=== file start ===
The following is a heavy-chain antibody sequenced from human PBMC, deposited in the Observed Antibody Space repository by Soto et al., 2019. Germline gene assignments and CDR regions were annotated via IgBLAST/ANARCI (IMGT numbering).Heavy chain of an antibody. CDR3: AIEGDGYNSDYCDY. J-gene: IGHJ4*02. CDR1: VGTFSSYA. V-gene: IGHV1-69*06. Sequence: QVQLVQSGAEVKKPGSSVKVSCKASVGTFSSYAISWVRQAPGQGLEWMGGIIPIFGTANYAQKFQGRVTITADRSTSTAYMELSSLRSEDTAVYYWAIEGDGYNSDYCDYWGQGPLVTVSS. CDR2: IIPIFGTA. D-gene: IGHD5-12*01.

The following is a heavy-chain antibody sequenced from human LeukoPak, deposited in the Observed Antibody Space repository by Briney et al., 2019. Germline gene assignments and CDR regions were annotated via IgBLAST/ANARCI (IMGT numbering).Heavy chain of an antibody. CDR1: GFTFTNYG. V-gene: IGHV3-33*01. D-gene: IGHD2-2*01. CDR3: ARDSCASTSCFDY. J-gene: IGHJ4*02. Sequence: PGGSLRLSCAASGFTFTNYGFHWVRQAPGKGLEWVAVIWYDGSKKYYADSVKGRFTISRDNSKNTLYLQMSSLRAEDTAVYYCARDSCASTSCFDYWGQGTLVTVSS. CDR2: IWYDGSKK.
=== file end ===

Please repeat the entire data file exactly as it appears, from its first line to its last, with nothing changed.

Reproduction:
The following is a heavy-chain antibody sequenced from human PBMC, deposited in the Observed Antibody Space repository by Soto et al., 2019. Germline gene assignments and CDR regions were annotated via IgBLAST/ANARCI (IMGT numbering).Heavy chain of an antibody. CDR3: AIEGDGYNSDYCDY. J-gene: IGHJ4*02. CDR1: VGTFSSYA. V-gene: IGHV1-69*06. Sequence: QVQLVQSGAEVKKPGSSVKVSCKASVGTFSSYAISWVRQAPGQGLEWMGGIIPIFGTANYAQKFQGRVTITADRSTSTAYMELSSLRSEDTAVYYWAIEGDGYNSDYCDYWGQGPLVTVSS. CDR2: IIPIFGTA. D-gene: IGHD5-12*01.

The following is a heavy-chain antibody sequenced from human LeukoPak, deposited in the Observed Antibody Space repository by Briney et al., 2019. Germline gene assignments and CDR regions were annotated via IgBLAST/ANARCI (IMGT numbering).Heavy chain of an antibody. CDR1: GFTFTNYG. V-gene: IGHV3-33*01. D-gene: IGHD2-2*01. CDR3: ARDSCASTSCFDY. J-gene: IGHJ4*02. Sequence: PGGSLRLSCAASGFTFTNYGFHWVRQAPGKGLEWVAVIWYDGSKKYYADSVKGRFTISRDNSKNTLYLQMSSLRAEDTAVYYCARDSCASTSCFDYWGQGTLVTVSS. CDR2: IWYDGSKK.